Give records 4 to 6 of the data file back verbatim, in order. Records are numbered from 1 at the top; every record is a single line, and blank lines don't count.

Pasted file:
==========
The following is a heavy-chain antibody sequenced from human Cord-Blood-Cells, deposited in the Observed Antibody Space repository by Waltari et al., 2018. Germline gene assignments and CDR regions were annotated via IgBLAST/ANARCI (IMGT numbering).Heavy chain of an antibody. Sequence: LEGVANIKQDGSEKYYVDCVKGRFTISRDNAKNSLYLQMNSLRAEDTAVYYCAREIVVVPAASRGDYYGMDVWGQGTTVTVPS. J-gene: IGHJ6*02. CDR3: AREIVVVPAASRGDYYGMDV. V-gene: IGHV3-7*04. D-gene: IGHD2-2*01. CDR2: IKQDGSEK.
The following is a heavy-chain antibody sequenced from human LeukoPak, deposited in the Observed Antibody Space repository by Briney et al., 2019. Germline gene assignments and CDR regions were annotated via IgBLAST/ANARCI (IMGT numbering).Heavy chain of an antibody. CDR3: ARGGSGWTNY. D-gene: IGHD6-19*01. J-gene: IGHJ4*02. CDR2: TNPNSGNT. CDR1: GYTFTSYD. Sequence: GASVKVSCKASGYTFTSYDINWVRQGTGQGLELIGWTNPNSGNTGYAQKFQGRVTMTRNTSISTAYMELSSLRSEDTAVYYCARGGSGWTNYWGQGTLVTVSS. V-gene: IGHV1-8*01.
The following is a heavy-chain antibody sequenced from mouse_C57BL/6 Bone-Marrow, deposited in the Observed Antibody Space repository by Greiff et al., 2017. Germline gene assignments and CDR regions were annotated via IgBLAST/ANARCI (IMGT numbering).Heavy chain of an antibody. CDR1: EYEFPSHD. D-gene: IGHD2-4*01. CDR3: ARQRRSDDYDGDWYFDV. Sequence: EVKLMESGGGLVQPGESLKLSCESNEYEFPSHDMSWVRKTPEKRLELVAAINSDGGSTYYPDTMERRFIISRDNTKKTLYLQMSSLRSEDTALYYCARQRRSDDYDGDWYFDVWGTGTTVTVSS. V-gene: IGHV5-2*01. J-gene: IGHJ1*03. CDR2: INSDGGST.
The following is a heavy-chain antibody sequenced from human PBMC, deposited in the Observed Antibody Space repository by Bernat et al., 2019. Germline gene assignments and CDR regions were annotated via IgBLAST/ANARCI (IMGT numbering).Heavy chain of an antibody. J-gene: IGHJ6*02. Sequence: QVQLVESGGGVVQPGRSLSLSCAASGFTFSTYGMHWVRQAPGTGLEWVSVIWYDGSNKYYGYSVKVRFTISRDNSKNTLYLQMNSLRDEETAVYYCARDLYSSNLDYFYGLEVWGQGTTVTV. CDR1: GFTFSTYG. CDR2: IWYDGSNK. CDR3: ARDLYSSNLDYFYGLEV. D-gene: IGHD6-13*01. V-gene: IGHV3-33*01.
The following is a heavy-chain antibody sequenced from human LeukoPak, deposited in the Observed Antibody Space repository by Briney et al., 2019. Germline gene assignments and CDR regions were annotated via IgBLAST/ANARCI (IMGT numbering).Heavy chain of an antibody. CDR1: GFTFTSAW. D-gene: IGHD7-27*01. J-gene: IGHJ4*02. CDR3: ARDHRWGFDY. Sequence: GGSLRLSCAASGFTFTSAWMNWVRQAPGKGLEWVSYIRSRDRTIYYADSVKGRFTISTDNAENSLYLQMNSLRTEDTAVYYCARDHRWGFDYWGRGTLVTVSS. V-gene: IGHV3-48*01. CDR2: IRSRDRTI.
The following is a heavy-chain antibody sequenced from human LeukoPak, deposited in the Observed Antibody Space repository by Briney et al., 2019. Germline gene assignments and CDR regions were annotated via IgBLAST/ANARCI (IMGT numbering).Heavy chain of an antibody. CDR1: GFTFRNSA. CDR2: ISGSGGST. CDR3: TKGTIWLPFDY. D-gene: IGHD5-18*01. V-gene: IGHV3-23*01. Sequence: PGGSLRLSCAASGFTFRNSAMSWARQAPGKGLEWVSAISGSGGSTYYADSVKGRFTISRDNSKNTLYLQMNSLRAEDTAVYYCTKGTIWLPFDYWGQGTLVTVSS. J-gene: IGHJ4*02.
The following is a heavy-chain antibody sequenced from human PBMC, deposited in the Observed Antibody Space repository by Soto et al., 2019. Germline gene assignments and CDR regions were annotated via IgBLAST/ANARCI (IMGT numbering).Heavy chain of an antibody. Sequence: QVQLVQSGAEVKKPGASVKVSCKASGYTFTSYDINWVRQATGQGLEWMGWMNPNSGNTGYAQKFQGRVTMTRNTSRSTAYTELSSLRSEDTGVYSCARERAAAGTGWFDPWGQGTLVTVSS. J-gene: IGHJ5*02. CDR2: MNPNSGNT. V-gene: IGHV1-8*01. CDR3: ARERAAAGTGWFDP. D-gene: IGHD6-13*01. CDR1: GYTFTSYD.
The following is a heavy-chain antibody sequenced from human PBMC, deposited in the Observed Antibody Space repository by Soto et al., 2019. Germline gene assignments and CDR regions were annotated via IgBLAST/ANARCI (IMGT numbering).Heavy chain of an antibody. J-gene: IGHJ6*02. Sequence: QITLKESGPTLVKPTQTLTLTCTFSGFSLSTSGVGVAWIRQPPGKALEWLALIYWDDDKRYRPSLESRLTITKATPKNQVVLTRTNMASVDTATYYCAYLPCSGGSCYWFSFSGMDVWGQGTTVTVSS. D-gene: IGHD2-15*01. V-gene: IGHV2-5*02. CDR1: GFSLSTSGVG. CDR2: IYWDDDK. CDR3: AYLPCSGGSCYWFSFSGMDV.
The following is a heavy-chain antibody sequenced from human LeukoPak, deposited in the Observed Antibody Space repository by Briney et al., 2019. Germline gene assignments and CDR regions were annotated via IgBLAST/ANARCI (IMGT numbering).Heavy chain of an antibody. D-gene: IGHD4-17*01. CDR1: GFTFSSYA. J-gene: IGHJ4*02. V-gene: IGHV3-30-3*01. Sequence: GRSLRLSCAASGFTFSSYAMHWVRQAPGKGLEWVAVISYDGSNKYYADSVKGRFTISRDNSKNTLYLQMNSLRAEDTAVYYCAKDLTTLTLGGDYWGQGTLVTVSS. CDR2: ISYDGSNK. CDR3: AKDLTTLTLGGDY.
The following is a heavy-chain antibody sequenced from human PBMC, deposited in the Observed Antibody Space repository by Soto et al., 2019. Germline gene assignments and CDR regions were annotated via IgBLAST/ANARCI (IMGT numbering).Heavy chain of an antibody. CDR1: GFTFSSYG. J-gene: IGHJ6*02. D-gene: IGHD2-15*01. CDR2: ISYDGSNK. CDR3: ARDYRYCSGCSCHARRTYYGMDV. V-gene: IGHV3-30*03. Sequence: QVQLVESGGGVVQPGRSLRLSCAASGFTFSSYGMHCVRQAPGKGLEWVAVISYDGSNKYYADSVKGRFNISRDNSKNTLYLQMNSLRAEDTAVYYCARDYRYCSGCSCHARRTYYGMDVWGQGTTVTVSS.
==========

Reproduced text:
The following is a heavy-chain antibody sequenced from human PBMC, deposited in the Observed Antibody Space repository by Bernat et al., 2019. Germline gene assignments and CDR regions were annotated via IgBLAST/ANARCI (IMGT numbering).Heavy chain of an antibody. J-gene: IGHJ6*02. Sequence: QVQLVESGGGVVQPGRSLSLSCAASGFTFSTYGMHWVRQAPGTGLEWVSVIWYDGSNKYYGYSVKVRFTISRDNSKNTLYLQMNSLRDEETAVYYCARDLYSSNLDYFYGLEVWGQGTTVTV. CDR1: GFTFSTYG. CDR2: IWYDGSNK. CDR3: ARDLYSSNLDYFYGLEV. D-gene: IGHD6-13*01. V-gene: IGHV3-33*01.
The following is a heavy-chain antibody sequenced from human LeukoPak, deposited in the Observed Antibody Space repository by Briney et al., 2019. Germline gene assignments and CDR regions were annotated via IgBLAST/ANARCI (IMGT numbering).Heavy chain of an antibody. CDR1: GFTFTSAW. D-gene: IGHD7-27*01. J-gene: IGHJ4*02. CDR3: ARDHRWGFDY. Sequence: GGSLRLSCAASGFTFTSAWMNWVRQAPGKGLEWVSYIRSRDRTIYYADSVKGRFTISTDNAENSLYLQMNSLRTEDTAVYYCARDHRWGFDYWGRGTLVTVSS. V-gene: IGHV3-48*01. CDR2: IRSRDRTI.
The following is a heavy-chain antibody sequenced from human LeukoPak, deposited in the Observed Antibody Space repository by Briney et al., 2019. Germline gene assignments and CDR regions were annotated via IgBLAST/ANARCI (IMGT numbering).Heavy chain of an antibody. CDR1: GFTFRNSA. CDR2: ISGSGGST. CDR3: TKGTIWLPFDY. D-gene: IGHD5-18*01. V-gene: IGHV3-23*01. Sequence: PGGSLRLSCAASGFTFRNSAMSWARQAPGKGLEWVSAISGSGGSTYYADSVKGRFTISRDNSKNTLYLQMNSLRAEDTAVYYCTKGTIWLPFDYWGQGTLVTVSS. J-gene: IGHJ4*02.